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MIT-Beijing design studio plans for urban future

Innovative partnership with Tsinghua University celebrates 20 years
Students' design for urban green space
Students' design for urban green space

For five weeks this summer, a group of 20 MIT graduate students in architecture, planning and real estate joined with a dozen graduate students from Beijing's Tsinghua University to work together on issues of urban design and development in the context of China's breakneck modernization.

The work marked the 20th anniversary of the Beijing Urban Design Studio, a joint program between the schools of architecture and planning at MIT and at Tsinghua University. Since 1985, close to 400 students and faculty have taken part in the studio, making it one of the world's most enduring academic programs between the United States and China.

The goal of the studio is to foster international understanding of urban issues by undertaking joint city planning and design projects involving important, often controversial sites in Beijing. Conducted every other summer, the studio has received the Irwin Sizer Award from MIT for outstanding innovation in education.

The studio opened with a major exhibition at the Beijing Planning Exhibition Center near Tiananmen Square, commemorating the history of the studio and displaying 20 years of work on sites across the city.

At the opening, Ad̬le Naud̩ Santos, dean of the School of Architecture and Planning, and Wenyi Zhu, dean of architecture at Tsinghua University, signed an agreement establishing the Urbanization Laboratory, which will build on the work of the studio through a continuing agenda of joint research and projects focused on the challenges of rapid urbanization.

Conducted on the Tsinghua campus in Beijing, northeast of the city center, the Beijing Urban Design Studio involves a total immersion in place and process -- six-day weeks of 8-12 hour days. Several mornings each week are spent in lectures on the history and current development of Chinese cities, and participants visit housing areas, shopping, parks and historic monuments in Beijing. Study tours at the beginning and middle of the studio expose students to new development projects as well as traditional towns and sites that relate to the problem at hand.

This year the studio focused on the issues raised by Beijing's vast migrant population: Students prepared an urban design and development plan for the Sun Palace neighborhood in the rapidly growing area of northeast Beijing. Sun Palace is an urban village, a remnant of the agricultural past that now houses almost 5,000 migrant workers and their families living in courtyard houses, many still owned by former farmers. They work in construction and service industries but cannot afford conventional housing. Nearby a new subway stop is under construction, and high-rise buildings press in.

The studio addressed whether this resource of affordable housing and traditional culture can be maintained and looked at how to balance transit-oriented development at the subway stop with the needs of the neighborhood. To answer these questions and others, students interviewed local residents, city officials and experts on transportation and real estate. They assessed strategic options for the neighborhood and proposed comprehensive plans for the program, design and development of Sun Palace. Proposals ranged from establishing the area as a regional logistics center to creating a living and working cultural oasis in Beijing.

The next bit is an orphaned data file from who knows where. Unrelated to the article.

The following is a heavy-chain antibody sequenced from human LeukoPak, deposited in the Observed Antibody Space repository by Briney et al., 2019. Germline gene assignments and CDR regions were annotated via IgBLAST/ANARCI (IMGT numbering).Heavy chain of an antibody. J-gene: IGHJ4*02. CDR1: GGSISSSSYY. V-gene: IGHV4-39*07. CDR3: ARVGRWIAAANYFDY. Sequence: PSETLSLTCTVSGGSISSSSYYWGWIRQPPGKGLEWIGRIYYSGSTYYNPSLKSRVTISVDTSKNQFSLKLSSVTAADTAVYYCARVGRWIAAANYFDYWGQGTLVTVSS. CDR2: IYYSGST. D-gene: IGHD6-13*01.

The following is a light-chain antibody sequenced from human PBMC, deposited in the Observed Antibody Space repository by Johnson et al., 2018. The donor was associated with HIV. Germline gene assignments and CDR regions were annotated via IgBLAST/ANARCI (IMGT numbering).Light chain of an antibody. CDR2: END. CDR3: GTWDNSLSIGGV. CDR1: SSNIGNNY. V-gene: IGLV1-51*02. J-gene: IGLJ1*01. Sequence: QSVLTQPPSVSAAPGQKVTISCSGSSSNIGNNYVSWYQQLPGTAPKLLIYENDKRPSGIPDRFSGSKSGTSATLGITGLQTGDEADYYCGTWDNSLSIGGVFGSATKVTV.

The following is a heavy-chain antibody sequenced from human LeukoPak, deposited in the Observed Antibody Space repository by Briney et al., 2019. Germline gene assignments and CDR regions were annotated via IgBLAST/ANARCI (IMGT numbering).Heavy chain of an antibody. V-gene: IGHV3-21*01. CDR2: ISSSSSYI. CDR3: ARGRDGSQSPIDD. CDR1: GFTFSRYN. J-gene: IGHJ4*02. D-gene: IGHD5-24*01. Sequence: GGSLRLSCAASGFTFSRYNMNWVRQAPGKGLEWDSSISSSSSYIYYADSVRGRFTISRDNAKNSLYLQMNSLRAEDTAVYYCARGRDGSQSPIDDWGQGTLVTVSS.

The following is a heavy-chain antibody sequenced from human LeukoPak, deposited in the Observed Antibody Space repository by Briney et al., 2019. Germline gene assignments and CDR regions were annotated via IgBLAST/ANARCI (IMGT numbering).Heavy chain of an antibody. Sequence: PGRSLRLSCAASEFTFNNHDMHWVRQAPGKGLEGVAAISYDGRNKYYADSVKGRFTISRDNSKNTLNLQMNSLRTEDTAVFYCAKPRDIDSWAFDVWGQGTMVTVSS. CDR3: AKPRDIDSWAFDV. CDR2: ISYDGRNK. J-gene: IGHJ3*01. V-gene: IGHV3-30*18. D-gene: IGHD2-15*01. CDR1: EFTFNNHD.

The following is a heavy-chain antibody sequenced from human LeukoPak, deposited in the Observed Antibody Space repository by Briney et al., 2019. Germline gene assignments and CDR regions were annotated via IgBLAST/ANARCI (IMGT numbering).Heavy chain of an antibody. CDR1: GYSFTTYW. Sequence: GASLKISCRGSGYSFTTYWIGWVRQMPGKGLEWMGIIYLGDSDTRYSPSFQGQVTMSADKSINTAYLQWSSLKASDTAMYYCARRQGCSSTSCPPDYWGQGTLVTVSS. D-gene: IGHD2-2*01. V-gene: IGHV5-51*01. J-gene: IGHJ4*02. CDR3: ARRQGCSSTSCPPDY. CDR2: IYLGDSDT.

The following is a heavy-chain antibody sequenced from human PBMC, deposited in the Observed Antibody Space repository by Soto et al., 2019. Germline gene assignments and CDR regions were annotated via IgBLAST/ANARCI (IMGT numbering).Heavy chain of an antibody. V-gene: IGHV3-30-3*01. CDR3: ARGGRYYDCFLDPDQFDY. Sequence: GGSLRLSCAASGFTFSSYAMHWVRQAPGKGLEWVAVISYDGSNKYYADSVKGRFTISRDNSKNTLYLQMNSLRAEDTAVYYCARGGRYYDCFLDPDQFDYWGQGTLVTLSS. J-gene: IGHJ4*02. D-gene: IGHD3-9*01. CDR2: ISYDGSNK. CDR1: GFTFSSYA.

The work was accomplished by interdisciplinary teams combining skills in urban design, architecture, land use planning, transportation, sustainability, urban sociology and real estate development. Tsinghua students helped with understanding the social issues involved as well as collaborating on the design proposals. The Beijing City Planning Institute, responsible for strategic planning in the city, participated in the studio as the client. The complete work was exhibited at Tsinghua University and will be published in World Architecture, China's leading design magazine.

The studio was led by Dennis Frenchman, professor of practice in architecture, and Jan Wampler, professor of architecture, who have both been involved in leading the program since 1987, and Professors Zhang Jie and Shan Jun of Tsinghua University. Other faculty members included Yung Ho Chang, head of MIT's Department of Architecture, and Wu Liangyong, Director of the Institute of Architectural and Urban Studies at Tsinghua University, Center for Human Settlements.

The Beijing Studio is a joint program of the MIT School of Architecture and Planning, with participants from both architecture and planning, and the Tsinghua University School of Architecture. Funding is provided by the Paul Sun Endowment Fund, the Asian Cultural Council of New York/Geoffrey Yeh Foundation, MIT and Tsinghua University.

The Green Project (image above) was designed by student Team E -- Evolution Progression Preservation -- whose members are Shirely Shen and Kirsten Kinzer, graduate students in architecture, Meredith Judy, graduate student in urban studies and planning, Timothy Tenway and Gong Zhang. Image is courtesy, Team E.

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